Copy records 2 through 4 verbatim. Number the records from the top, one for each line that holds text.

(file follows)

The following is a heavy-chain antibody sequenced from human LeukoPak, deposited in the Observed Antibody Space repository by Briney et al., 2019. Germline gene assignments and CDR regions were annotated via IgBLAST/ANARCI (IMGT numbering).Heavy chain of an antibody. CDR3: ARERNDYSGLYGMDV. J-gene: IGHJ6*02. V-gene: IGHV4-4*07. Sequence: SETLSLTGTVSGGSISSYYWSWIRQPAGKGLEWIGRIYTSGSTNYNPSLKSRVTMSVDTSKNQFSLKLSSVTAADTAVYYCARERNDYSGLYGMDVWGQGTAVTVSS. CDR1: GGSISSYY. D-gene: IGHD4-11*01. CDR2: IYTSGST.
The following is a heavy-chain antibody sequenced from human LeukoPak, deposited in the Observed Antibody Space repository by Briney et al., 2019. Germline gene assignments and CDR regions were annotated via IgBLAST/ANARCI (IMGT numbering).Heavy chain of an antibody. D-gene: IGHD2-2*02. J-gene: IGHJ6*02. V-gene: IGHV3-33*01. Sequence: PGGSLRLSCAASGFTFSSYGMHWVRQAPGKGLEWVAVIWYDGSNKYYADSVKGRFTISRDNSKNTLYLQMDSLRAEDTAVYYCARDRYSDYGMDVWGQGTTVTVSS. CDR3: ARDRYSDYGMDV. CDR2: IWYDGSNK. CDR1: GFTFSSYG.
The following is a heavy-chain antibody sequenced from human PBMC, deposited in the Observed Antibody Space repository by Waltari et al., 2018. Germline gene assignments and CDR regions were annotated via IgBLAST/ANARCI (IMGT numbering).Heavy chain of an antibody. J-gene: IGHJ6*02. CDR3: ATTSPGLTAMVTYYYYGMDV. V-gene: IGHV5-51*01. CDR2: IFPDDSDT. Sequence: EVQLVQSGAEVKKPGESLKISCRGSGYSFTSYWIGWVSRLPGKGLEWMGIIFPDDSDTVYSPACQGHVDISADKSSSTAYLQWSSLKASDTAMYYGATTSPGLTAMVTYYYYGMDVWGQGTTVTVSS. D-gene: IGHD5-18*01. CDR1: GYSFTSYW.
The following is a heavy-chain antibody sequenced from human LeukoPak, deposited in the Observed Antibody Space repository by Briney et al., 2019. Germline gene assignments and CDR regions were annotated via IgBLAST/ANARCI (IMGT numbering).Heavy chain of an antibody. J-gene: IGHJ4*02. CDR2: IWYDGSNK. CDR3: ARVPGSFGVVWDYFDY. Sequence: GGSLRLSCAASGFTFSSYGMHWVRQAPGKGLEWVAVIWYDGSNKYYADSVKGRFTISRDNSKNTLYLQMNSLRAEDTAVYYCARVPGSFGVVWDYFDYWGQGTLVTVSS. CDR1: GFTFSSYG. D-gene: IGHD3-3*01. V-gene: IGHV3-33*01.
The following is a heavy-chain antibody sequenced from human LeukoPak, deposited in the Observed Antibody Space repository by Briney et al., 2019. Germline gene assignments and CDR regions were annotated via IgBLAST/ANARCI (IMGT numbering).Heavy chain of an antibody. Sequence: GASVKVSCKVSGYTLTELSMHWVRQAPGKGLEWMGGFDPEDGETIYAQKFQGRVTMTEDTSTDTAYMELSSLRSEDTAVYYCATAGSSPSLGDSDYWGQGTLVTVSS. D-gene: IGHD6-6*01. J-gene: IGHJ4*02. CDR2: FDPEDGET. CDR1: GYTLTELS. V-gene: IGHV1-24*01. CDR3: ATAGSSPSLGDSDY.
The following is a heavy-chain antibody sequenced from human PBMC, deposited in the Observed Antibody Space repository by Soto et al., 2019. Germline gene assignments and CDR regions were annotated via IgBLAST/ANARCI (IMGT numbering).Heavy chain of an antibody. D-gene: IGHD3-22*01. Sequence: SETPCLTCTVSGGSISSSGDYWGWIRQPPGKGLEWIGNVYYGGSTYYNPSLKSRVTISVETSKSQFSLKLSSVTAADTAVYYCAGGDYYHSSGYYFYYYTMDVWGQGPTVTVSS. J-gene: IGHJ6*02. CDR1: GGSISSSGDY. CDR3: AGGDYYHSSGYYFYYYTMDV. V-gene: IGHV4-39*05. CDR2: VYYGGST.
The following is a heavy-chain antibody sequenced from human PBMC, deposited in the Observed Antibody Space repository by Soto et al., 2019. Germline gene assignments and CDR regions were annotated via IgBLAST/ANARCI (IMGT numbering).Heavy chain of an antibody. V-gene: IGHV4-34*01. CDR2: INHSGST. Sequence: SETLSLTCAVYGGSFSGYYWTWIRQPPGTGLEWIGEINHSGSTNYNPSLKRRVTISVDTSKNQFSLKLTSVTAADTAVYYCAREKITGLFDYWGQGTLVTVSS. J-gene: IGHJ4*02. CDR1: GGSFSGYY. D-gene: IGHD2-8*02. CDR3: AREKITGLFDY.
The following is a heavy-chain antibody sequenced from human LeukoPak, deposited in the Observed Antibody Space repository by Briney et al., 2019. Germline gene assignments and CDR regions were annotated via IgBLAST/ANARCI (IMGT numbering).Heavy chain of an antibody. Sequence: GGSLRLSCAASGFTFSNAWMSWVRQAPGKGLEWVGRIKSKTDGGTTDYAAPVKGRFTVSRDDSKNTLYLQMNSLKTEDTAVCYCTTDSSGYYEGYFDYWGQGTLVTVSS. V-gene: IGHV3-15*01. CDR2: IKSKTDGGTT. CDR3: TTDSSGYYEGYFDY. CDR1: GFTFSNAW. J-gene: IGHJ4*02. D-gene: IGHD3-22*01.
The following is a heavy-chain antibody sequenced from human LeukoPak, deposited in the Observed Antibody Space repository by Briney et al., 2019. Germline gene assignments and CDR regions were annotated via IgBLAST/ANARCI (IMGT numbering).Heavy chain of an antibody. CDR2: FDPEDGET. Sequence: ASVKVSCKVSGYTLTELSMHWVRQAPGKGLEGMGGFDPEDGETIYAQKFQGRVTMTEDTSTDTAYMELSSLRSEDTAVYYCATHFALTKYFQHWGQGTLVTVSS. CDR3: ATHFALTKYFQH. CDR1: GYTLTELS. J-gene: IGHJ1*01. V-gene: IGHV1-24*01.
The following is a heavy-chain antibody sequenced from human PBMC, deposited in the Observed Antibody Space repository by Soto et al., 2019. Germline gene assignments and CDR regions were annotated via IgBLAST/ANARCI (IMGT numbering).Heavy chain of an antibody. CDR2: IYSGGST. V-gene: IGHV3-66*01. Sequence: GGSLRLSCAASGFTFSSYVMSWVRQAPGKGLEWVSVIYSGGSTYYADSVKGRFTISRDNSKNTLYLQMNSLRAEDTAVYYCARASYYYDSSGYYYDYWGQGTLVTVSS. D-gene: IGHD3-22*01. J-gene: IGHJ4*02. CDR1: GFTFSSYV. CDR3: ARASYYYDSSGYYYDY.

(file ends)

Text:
The following is a heavy-chain antibody sequenced from human LeukoPak, deposited in the Observed Antibody Space repository by Briney et al., 2019. Germline gene assignments and CDR regions were annotated via IgBLAST/ANARCI (IMGT numbering).Heavy chain of an antibody. D-gene: IGHD2-2*02. J-gene: IGHJ6*02. V-gene: IGHV3-33*01. Sequence: PGGSLRLSCAASGFTFSSYGMHWVRQAPGKGLEWVAVIWYDGSNKYYADSVKGRFTISRDNSKNTLYLQMDSLRAEDTAVYYCARDRYSDYGMDVWGQGTTVTVSS. CDR3: ARDRYSDYGMDV. CDR2: IWYDGSNK. CDR1: GFTFSSYG.
The following is a heavy-chain antibody sequenced from human PBMC, deposited in the Observed Antibody Space repository by Waltari et al., 2018. Germline gene assignments and CDR regions were annotated via IgBLAST/ANARCI (IMGT numbering).Heavy chain of an antibody. J-gene: IGHJ6*02. CDR3: ATTSPGLTAMVTYYYYGMDV. V-gene: IGHV5-51*01. CDR2: IFPDDSDT. Sequence: EVQLVQSGAEVKKPGESLKISCRGSGYSFTSYWIGWVSRLPGKGLEWMGIIFPDDSDTVYSPACQGHVDISADKSSSTAYLQWSSLKASDTAMYYGATTSPGLTAMVTYYYYGMDVWGQGTTVTVSS. D-gene: IGHD5-18*01. CDR1: GYSFTSYW.
The following is a heavy-chain antibody sequenced from human LeukoPak, deposited in the Observed Antibody Space repository by Briney et al., 2019. Germline gene assignments and CDR regions were annotated via IgBLAST/ANARCI (IMGT numbering).Heavy chain of an antibody. J-gene: IGHJ4*02. CDR2: IWYDGSNK. CDR3: ARVPGSFGVVWDYFDY. Sequence: GGSLRLSCAASGFTFSSYGMHWVRQAPGKGLEWVAVIWYDGSNKYYADSVKGRFTISRDNSKNTLYLQMNSLRAEDTAVYYCARVPGSFGVVWDYFDYWGQGTLVTVSS. CDR1: GFTFSSYG. D-gene: IGHD3-3*01. V-gene: IGHV3-33*01.